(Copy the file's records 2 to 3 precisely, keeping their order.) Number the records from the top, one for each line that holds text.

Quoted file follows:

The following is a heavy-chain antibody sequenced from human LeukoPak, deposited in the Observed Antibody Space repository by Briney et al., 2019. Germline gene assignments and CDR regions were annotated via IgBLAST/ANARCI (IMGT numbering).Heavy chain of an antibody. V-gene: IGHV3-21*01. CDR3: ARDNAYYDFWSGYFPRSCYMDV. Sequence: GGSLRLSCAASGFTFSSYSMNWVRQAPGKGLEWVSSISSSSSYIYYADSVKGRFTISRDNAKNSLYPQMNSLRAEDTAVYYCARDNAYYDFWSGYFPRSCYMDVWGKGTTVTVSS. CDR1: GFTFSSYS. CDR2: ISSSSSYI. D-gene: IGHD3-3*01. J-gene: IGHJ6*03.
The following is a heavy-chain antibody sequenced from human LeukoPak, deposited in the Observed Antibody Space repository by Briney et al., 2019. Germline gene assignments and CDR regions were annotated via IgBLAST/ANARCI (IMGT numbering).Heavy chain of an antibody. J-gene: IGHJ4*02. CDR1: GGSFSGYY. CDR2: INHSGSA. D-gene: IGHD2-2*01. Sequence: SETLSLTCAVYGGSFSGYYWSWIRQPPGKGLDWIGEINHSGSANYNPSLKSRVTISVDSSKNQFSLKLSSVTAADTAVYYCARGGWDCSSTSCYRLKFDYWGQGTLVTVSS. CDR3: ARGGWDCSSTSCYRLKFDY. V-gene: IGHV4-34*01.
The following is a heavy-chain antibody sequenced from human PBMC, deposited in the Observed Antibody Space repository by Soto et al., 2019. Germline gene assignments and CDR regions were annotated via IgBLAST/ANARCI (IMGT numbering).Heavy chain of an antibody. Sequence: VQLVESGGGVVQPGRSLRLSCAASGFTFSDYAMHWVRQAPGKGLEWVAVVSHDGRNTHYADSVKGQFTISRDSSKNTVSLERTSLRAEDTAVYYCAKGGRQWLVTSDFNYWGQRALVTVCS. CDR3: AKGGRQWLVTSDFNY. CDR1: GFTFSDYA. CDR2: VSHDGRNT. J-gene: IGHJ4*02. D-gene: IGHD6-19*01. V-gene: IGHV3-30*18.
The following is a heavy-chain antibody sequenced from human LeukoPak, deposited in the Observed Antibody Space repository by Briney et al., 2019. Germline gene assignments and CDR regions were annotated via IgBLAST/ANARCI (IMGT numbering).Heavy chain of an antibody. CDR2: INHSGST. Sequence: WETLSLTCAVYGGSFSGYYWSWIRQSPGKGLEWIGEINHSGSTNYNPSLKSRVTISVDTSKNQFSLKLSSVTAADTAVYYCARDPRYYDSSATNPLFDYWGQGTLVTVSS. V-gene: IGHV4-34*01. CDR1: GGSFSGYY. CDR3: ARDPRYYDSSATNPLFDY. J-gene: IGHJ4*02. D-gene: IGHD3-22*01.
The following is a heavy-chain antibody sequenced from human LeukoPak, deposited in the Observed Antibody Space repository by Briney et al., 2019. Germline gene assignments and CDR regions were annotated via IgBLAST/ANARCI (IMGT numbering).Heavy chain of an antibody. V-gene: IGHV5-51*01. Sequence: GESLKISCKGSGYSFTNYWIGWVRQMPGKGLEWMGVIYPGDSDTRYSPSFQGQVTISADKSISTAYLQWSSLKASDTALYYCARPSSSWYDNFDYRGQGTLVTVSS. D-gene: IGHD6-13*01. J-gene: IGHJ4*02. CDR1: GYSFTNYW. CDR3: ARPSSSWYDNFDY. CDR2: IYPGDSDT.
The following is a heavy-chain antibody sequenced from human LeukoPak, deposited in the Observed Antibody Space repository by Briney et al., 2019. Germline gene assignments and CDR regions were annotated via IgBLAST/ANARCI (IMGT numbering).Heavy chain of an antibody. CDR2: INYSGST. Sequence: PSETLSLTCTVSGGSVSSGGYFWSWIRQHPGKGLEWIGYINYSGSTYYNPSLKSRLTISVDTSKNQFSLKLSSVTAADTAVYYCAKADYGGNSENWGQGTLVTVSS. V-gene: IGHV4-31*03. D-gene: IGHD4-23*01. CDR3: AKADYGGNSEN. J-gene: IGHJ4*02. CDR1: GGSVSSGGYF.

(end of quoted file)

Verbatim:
The following is a heavy-chain antibody sequenced from human LeukoPak, deposited in the Observed Antibody Space repository by Briney et al., 2019. Germline gene assignments and CDR regions were annotated via IgBLAST/ANARCI (IMGT numbering).Heavy chain of an antibody. J-gene: IGHJ4*02. CDR1: GGSFSGYY. CDR2: INHSGSA. D-gene: IGHD2-2*01. Sequence: SETLSLTCAVYGGSFSGYYWSWIRQPPGKGLDWIGEINHSGSANYNPSLKSRVTISVDSSKNQFSLKLSSVTAADTAVYYCARGGWDCSSTSCYRLKFDYWGQGTLVTVSS. CDR3: ARGGWDCSSTSCYRLKFDY. V-gene: IGHV4-34*01.
The following is a heavy-chain antibody sequenced from human PBMC, deposited in the Observed Antibody Space repository by Soto et al., 2019. Germline gene assignments and CDR regions were annotated via IgBLAST/ANARCI (IMGT numbering).Heavy chain of an antibody. Sequence: VQLVESGGGVVQPGRSLRLSCAASGFTFSDYAMHWVRQAPGKGLEWVAVVSHDGRNTHYADSVKGQFTISRDSSKNTVSLERTSLRAEDTAVYYCAKGGRQWLVTSDFNYWGQRALVTVCS. CDR3: AKGGRQWLVTSDFNY. CDR1: GFTFSDYA. CDR2: VSHDGRNT. J-gene: IGHJ4*02. D-gene: IGHD6-19*01. V-gene: IGHV3-30*18.